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New grant will allow U of M researchers to advance new diagnosis & treatment methods for meningitis

Researchers from the University of Minnesota Medical School’s Division of Infectious Diseases and International Medicine have received a $3.2 million grant to examine new cost-effective approaches for diagnosing and treating meningitis. The University will partner with Uganda’s Makerere University on the effort.

In the first of two programs supported by the new grant, University of Minnesota researchers will employ a tiered approach to diagnosing meningitis, employing a strategic approach that eliminates a full battery of testing when a more limited panel of stepwise testing can confirm infection.  The project will also explore new diagnostic tests for meningitis due to tuberculosis (TB).

The grant will also support a new clinical trial to test the antifungal properties of sertraline (Zoloft), an antidepressant with possible anti-fungal properties in mouse models. Because Zoloft went off patent in 2006, the medication could present a cheaper alternative in the fight against cryptococcal meningitis.

Cryptococcal meningitis primarily affects people with a weakened immune system and accounts for 20 to 25 percent of AIDS-related deaths in Africa. Due to the burden of HIV in Africa, cryptococcal meningitis is the most common cause of meningitis in adults in Africa.

“We’ve made progress in combating cryptococcal meningitis but international mortality rates for the infection still hover around 40 percent at the six month mark, so the need for better, inexpensive drugs is apparent,” said grant leader David R. Boulware, M.D., M.P.H., the Medical School’s associate director of Global Health Programs in Internal Medicine. “We believe that a more efficient system of diagnosis and new inexpensive medications can improve lives while saving health resources that could be deployed in other ways.”

According to Boulware, a new University-developed diagnostic checklist can help resource-limited areas improve diagnosis of cryptococcal meningitis by allowing for incremental testing.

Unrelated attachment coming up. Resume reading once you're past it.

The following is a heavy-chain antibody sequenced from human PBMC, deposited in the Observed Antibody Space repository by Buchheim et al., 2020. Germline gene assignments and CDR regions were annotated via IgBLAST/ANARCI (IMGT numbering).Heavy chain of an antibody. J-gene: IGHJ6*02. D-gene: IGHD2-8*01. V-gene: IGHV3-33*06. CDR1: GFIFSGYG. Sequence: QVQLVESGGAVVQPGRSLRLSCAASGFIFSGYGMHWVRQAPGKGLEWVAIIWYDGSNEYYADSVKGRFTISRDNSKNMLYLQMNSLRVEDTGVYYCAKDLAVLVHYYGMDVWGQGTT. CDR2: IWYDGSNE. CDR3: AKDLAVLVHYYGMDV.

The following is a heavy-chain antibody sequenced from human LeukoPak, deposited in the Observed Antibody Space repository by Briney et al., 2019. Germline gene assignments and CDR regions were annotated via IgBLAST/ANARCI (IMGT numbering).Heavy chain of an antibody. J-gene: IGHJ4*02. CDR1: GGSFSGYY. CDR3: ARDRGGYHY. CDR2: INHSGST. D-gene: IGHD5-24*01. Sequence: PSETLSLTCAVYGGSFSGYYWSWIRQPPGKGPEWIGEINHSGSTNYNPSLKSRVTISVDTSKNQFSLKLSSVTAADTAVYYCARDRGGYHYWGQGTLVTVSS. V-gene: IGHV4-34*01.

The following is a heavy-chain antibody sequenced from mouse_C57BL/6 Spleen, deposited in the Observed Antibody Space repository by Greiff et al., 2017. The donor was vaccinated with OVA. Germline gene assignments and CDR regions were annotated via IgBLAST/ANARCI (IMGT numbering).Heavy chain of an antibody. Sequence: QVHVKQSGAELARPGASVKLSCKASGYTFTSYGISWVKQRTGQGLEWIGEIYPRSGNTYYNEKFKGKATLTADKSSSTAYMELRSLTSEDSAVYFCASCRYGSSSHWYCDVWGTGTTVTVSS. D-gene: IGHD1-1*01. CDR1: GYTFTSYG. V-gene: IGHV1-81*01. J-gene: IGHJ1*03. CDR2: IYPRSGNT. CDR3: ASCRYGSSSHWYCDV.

“If initial testing – let’s call it Test A – is positive for cryptococcal meningitis then there’s really no need for a patient to undergo test B or C, but right now there’s a standard battery of routine testing that became the international standard before we saw the sweeping impact of HIV,” said Boulware. “The rise of HIV in Africa over the past two decades has meant a huge influx of HIV-related cryptococcal meningitis cases, and we’re at the point where adding new efficiencies could save public health resources in sub-Saharan Africa and elsewhere.”

Boulware adds that in addition to better diagnostic testing, new medication options will be critical to fight cryptococcal meningitis efficiently.

By exploring the efficacy of drugs already developed, on the market and off-patent, patients and providers could have new options to fight cryptococcal meningitis effectively and in a cost-effective way. Supported by their latest grant, Boulware and his colleagues hope to evaluate Zoloft’s antifungal properties in 480 patients over three to four years.

Traditional treatment for cryptococcal meningitis is a combination of intravenous therapy and oral medication that spans two weeks.

All evaluation will occur in Uganda in partnership with Makerere University. The University has had a relationship with Makerere for nearly a decade.

“The bottom line is we’re trying to improve outcomes while lowering the cost of care,” said Boulware. “Cost containment is a major health care issue and it can be exacerbated in places like sub-Saharan Africa. By taking new approaches to common problems the University of Minnesota hopes to make a meaningful impact and generate real change.”

Collaborators in this project will include Drs. David Meya, Joshua Rhein, Nathan Bahr, Kathy Huppler Hullsiek, Kirsten Nielsen, and Paul Bohjanen.

The project will be supported by grant no. R01NS086312 from the National Institutes of Health.

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